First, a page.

By Oliver Farrimond
STAFF at two of Scotland’s sleepiest government bodies have taken almost 10 years of time off since the beginning of 2008 – due to STRESS.
Under data obtained under the Freedom of Information Act, just 87 staff account for the total.
Reasons cited for National Library staff taking time off include depressive illness and anxiety as well as stress.
A spokesperson from the National Library of Scotland said: “When it comes to our staff, the National Library of Scotland is committed to putting their welfare first and we will continually strive to make more positive changes.”
“We recently carried out a ‘Work Positive’ survey amongst our staff members, the results of which were broadly positive.
“A majority reported they cope well with the demands of their jobs and are happy with their work patterns and comfortable in their work environment.
“We are committed to giving our staff as much help and support as possible – we have used the survey to identify areas in which we can further improve and are working with our extremely pro-active HR team to achieve this.
“We appreciate that our staff may need help and support with a range of wider welfare issues – financial, health, relationship, legal or family problems for example – therefore we also operate an Employee Assistance Programme through AXA ICAS which covers staff and their families and makes counseling available.”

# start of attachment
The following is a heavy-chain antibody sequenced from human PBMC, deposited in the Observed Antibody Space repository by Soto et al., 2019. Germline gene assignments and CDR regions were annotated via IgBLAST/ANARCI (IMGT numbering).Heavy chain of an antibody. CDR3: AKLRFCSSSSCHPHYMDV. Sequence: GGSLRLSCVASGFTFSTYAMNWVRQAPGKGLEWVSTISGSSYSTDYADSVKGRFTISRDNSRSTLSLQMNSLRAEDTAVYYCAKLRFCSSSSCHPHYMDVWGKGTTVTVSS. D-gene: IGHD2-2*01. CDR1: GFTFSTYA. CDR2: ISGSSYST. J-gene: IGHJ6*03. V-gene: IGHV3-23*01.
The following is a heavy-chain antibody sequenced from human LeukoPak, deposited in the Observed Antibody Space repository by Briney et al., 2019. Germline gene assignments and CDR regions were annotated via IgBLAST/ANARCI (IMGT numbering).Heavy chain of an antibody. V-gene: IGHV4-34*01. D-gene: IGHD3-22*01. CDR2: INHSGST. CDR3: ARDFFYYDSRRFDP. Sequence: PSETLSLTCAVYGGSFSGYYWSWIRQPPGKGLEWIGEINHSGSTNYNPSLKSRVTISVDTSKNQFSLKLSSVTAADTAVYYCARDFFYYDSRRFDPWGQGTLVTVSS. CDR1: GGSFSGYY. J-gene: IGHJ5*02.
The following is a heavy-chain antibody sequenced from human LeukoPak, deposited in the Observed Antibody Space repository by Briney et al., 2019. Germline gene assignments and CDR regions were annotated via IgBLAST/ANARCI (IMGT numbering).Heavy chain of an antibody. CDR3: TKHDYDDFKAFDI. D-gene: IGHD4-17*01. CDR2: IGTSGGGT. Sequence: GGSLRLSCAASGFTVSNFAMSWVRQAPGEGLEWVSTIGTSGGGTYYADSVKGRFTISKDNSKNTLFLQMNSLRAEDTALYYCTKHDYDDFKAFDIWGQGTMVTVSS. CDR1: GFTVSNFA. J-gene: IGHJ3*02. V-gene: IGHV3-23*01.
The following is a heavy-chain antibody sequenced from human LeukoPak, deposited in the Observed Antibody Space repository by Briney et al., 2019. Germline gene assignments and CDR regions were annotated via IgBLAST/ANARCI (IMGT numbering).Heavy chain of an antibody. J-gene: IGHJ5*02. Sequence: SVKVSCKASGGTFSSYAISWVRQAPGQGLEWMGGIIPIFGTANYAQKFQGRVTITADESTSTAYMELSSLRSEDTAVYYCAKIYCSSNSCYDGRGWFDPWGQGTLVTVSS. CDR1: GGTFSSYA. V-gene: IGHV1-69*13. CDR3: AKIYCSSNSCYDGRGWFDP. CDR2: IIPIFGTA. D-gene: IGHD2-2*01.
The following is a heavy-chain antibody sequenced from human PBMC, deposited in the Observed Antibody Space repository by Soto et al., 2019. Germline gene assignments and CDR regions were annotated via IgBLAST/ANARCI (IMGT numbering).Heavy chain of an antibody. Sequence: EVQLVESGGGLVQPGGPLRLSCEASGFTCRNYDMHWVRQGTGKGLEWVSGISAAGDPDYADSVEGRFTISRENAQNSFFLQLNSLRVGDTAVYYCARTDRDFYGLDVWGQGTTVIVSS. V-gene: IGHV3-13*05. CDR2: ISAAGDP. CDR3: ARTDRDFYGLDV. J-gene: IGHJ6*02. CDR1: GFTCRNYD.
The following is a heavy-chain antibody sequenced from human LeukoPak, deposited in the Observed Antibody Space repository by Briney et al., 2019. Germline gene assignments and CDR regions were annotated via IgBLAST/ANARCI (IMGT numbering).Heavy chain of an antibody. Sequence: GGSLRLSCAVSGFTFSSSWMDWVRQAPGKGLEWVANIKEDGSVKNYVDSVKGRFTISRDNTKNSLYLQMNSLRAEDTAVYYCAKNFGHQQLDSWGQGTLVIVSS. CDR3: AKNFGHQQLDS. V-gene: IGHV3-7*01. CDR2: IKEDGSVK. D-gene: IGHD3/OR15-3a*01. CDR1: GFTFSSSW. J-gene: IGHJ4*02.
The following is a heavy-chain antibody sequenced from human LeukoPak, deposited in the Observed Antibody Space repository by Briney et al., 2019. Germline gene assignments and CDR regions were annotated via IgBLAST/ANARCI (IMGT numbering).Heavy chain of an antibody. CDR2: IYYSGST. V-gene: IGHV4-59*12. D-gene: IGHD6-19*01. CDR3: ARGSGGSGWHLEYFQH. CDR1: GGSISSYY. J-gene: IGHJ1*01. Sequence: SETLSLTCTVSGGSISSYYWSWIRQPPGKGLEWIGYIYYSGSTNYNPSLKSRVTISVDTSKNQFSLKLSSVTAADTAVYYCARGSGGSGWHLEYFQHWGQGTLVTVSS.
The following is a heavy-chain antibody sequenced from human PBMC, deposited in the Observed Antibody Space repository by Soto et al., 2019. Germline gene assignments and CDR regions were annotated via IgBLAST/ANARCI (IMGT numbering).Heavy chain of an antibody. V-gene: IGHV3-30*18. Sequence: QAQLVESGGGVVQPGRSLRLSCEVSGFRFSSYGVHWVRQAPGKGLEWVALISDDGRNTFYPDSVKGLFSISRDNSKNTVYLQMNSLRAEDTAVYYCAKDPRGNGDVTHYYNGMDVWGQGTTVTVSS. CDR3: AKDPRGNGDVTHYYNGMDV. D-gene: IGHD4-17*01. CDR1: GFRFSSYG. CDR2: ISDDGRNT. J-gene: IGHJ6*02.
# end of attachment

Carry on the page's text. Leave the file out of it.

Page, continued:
When asked about whether they were concerned about their health in the workplace, almost a quarter of National Library staff replied that they were “concerned” or “very concerned”.
Similarly, when personnel at Historic Scotland were asked in a survey about whether the agency helped workers stay stress-free, almost 30% rated them “poor” or “very poor”.
Historic Scotland manages more than 360 of Scotland’s historic monuments, including Edinburgh Castle, Glasgow Cathedral and Jedburgh Abbey.
55 of its employees took a total of 2,893 days due to stress –almost 8 years worth of work.
Historic Scotland said that agency, which is Scotland’s largest, would “not prepared to be complacent” about support for staff.
A spokeswoman said: “Our staff of more than 1,000 includes conservators, policy officers, inspectors and everyone involved in protecting and promoting our properties in care across the country.
“These figures cover all absences attributed to stress – not only those restricted to work-related issues.
NHS Breathing Space
“We work very hard to provide all staff with access to a range of services, including free 24 hour advice, counselling and access to occupational health advisors in order to support them while they are absent and to assist them in their return to work.
“While our absence rates are comparable to other departments across the Scottish Government, it is not an area we are prepared to be complacent about and new policies introduced in April 2008 to better support staff and manage attendance have seen a 20 per cent drop in absence rates.”
A spokesperson for the Scottish Government declined to comment, saying that the matter was an “operational” one for the two agencies.
Tony McLaren, national coordinator for NHS Breathing Space – a confidential helpline for those struggling with personal problems – said that mental health issues were widespread amongst professionals.
He said: “Stress, depression and similar issues are just as serious as physical problems – this shows that mental health is everyone’s business.
“Many of the people who call us to talk about their problems aren’t unemployed or suffering from dementia – they’re professionals who face a lot of pressure in their working lives.”